BERLIN — Police said a Stephen Decatur High School student was arrested Monday and charged with mailing three packages containing animal excrement to a vice-principal at the school.
The student is in 12th grade, and the administrator is Vice Principal Mark Flynn, according to Barb Witherow, a spokeswoman for Worcester County Schools. She declined to name the youth.
Witherow said the student has been punished with a 10-day suspension, which is the maximum amount of time a student can be suspended. She said she has no idea why Flynn was the recipient of the package.
"We do promote a respectful and positive learning environment. Any inappropriate or disruptive or illegal activity is not acceptable," she said.
The juvenile male, whose name and age police have not released, was arrested and charged with three counts of disturbing activities at school and three counts of molesting a school administrator. In this case, police noted, molestation does not mean anything of a sexual nature, but refers to an unwarranted or malicious bothering.
Flynn on April 30 notified a school security officer, a sheriff's deputy, that he'd received a package through the Post Office containing fecal matter, according to Lt. Ed Schreir, a spokesman for the Worcester County Sheriff's Office. The deputy, in turn, notified the Post Office, he said.
On May 2, a postal inspector notified the deputy that two more similar packages had been dropped off at the Post Office, addressed to Flynn at the high school. It was later determined that both packages also contained fecal matter, Schreier said.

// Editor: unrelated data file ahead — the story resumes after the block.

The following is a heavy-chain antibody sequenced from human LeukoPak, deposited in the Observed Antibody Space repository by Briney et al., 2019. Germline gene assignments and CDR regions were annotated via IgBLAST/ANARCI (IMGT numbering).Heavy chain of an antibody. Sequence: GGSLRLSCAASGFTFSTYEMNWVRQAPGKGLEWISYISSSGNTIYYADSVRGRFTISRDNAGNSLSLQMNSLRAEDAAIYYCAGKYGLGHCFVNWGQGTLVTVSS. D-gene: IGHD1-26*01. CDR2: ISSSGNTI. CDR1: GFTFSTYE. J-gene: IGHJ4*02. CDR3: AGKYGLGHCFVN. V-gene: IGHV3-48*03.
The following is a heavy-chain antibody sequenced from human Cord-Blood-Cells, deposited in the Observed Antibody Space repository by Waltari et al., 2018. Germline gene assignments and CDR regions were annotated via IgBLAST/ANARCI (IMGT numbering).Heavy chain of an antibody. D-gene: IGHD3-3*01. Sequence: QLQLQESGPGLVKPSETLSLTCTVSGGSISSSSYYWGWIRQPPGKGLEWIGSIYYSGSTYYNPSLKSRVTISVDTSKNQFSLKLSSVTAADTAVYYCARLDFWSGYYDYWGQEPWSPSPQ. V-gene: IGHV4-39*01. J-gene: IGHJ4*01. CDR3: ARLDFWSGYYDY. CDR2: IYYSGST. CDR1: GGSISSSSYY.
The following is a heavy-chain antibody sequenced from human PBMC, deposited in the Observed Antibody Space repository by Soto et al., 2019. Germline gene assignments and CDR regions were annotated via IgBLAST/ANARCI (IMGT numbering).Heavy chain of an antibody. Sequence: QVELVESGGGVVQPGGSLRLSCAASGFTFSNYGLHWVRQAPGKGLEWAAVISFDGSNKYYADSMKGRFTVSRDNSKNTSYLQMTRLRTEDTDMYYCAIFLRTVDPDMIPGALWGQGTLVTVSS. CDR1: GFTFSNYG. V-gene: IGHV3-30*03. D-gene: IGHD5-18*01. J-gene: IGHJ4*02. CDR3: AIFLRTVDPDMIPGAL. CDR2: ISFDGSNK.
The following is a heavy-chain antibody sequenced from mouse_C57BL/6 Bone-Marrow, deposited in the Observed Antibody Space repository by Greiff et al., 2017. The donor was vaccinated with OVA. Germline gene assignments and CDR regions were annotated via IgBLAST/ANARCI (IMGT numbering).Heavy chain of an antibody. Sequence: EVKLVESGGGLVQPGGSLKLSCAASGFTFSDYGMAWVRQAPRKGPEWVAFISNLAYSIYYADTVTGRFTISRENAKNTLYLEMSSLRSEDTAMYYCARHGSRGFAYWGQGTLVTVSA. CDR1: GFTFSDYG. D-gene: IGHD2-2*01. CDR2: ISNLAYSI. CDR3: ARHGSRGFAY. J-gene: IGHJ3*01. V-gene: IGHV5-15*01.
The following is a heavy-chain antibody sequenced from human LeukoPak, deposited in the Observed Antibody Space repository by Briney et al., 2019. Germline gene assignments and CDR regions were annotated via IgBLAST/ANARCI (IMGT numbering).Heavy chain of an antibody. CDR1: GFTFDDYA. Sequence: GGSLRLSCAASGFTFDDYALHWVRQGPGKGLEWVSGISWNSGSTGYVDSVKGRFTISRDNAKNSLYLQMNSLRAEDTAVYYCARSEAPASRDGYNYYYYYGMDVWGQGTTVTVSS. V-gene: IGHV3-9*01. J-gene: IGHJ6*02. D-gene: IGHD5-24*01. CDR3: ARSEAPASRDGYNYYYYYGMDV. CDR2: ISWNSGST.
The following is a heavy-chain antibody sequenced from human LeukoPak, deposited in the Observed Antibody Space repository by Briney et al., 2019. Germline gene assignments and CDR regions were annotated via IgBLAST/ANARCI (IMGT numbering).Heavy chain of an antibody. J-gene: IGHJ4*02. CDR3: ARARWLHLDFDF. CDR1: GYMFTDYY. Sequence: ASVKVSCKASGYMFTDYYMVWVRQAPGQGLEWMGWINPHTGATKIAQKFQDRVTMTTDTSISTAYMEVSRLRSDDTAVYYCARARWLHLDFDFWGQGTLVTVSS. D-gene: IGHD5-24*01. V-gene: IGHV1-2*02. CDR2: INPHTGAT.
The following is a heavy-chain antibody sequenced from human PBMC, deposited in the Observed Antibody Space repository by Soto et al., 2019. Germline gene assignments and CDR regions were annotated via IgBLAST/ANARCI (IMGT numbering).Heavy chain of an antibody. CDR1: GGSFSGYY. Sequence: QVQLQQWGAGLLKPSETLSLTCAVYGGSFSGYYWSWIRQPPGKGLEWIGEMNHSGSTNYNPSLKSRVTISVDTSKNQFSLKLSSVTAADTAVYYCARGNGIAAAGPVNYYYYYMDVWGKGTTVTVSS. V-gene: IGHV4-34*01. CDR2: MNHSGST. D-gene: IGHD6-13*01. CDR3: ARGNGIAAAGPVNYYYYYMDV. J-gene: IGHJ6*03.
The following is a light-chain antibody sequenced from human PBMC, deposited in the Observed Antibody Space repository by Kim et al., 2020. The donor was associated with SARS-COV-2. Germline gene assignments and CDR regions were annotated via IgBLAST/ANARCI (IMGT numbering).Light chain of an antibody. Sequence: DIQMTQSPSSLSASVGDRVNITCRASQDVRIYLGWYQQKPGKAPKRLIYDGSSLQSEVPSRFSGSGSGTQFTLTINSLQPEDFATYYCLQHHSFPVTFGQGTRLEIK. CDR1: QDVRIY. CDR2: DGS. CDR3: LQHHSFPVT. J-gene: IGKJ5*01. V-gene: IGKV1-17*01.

Schreier said once the additional packages were dropped off at the Post Office, the postal inspector took notice of who was bringing them in. As the young man left the post office, the postal inspector wrote down his license plate, and contacted police.
The investigation led police to the juvenile's home and vehicle, Schreier said. Deputies located him May 5 at a McDonald's restaurant beside the high school on Seahawk Drive, where he was arrested. The young man admitted to mailing the fecal matter, telling police it was dog and cow excrement.
Schreier also said a search of the young man's car also turned up "a large quantity of alcohol," leading police also to charge him with underage alcohol possession. The case has been referred to juvenile services, Schreier said.
The Postal Service has no plans to pursue federal charges against the boy, becuse he's being prosecuted locally, according to Frank Schissler, a Baltimore-based spokesman for the U.S. Postal Inspection Service.